Research and Development incentives: the lifeline of innovation

Parliament resumed this week after its long post-election break. But there is a legislative proposal to be debated which threatens to erode Australia’s brand as a destination for investment in R&D and Innovation.

A near-$1bn cut in the R&D Tax Incentive has been added to twenty other savings measures which the government has included in an omnibus Bill it will put to parliament. It makes up a sizeable proportion of the $6.5bn ‘saved’.

Labor reversed its long-standing opposition to the cut in the Incentive during the recent election campaign and says it will now consider the package of measures before committing to a position.

The omnibus bill includes a 1.5 percent reduction in the Incentive claim rates, with the refundable rate dropping from 45 percent to 43.5 percent and the non-refundable rate from 40 percent to 38.5 percent.

This equates to an effective cut in tax incentives of 10 percent to start-ups and SMEs and 15 percent for larger companies, including high -tech and biotech companies. That is a material blow.

In a sense, the $990m cut to the R&D Tax Incentive is not surprising given how governments have invariably seen it as a cost more than an investment. In the first half of last year a Treasury-led review of the incentive was announced, only for this to be redirected in December as part of the National Innovation and Science Agenda. Reviews invariably involve tightening of tax concessions rather than expansion.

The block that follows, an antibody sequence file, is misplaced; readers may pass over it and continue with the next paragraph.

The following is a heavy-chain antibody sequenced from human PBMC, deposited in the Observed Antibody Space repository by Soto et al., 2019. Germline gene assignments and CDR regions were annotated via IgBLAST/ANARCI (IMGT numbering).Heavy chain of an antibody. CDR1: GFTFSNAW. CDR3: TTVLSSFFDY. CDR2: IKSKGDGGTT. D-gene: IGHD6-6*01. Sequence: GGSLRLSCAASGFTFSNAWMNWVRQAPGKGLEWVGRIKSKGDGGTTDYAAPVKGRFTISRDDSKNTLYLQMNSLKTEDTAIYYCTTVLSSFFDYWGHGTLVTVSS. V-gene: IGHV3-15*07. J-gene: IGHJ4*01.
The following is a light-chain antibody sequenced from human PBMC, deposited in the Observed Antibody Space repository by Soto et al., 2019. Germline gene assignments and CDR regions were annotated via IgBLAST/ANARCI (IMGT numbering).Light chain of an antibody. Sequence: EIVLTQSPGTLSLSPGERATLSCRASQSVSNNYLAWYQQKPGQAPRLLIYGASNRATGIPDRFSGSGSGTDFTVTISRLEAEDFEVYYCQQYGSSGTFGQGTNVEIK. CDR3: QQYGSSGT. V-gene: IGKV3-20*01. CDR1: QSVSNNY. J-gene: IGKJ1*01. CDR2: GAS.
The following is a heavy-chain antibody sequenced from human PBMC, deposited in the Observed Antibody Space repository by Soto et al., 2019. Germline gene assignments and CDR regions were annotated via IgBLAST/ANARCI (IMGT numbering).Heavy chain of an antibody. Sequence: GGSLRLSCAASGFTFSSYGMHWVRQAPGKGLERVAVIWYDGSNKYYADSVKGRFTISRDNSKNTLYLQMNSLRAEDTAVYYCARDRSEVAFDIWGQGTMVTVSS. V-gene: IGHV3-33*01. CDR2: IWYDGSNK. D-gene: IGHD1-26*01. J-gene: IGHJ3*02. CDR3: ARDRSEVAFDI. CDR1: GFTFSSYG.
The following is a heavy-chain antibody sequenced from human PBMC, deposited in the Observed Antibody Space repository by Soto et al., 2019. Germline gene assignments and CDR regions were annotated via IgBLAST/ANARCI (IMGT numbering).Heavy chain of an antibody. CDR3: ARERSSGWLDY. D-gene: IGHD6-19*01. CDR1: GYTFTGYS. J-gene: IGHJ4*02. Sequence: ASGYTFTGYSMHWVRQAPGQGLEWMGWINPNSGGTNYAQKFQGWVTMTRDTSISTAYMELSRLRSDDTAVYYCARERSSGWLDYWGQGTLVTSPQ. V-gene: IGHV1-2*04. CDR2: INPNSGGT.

We have had uncertainty over the fate of the Incentive for nearly 10 years now, but until the announcement was made on August 18, some hope still remained of a shift in approach. But the Government’s decision to proceed with this significant cutback has cast doubt over the strategic priority of R&D in Australia. The rhetoric of support for innovation is undermined by this move.

The cost of domestic R&D will be increased, thereby driving R&D activities offshore where they will be undertaken in the most after-tax cost-effective country.

To use Australia’s Olympics performance as an analogy, we can see the difference that additional investment made to other countries.  We need to decide what we want to be famous for – given that Australia is already falling in the global innovation rankings, we need strong and stable innovation policy and a commitment to its priority.

Large scale transformational projects are often undertaken with elements of R&D. These are invariably not just for the benefit of the company concerned, but are inextricably linked to broader supply chains and create flow-on impacts to employment. And given the flak which big business came in for during the election campaign, it should be pointed out that it is larger companies which often invest in riskier and more radical R&D which involve significantly higher costs.

Government policy in the 21st century must do all it can to foster and facilitate innovation hubs, and an effective R&D tax regime is crucial to this. These are pivotal factors underpinning the economic growth that can improve Australia’s deficit.

Whilst the bill introduced this week will save $1bn, how much more will potentially be lost?


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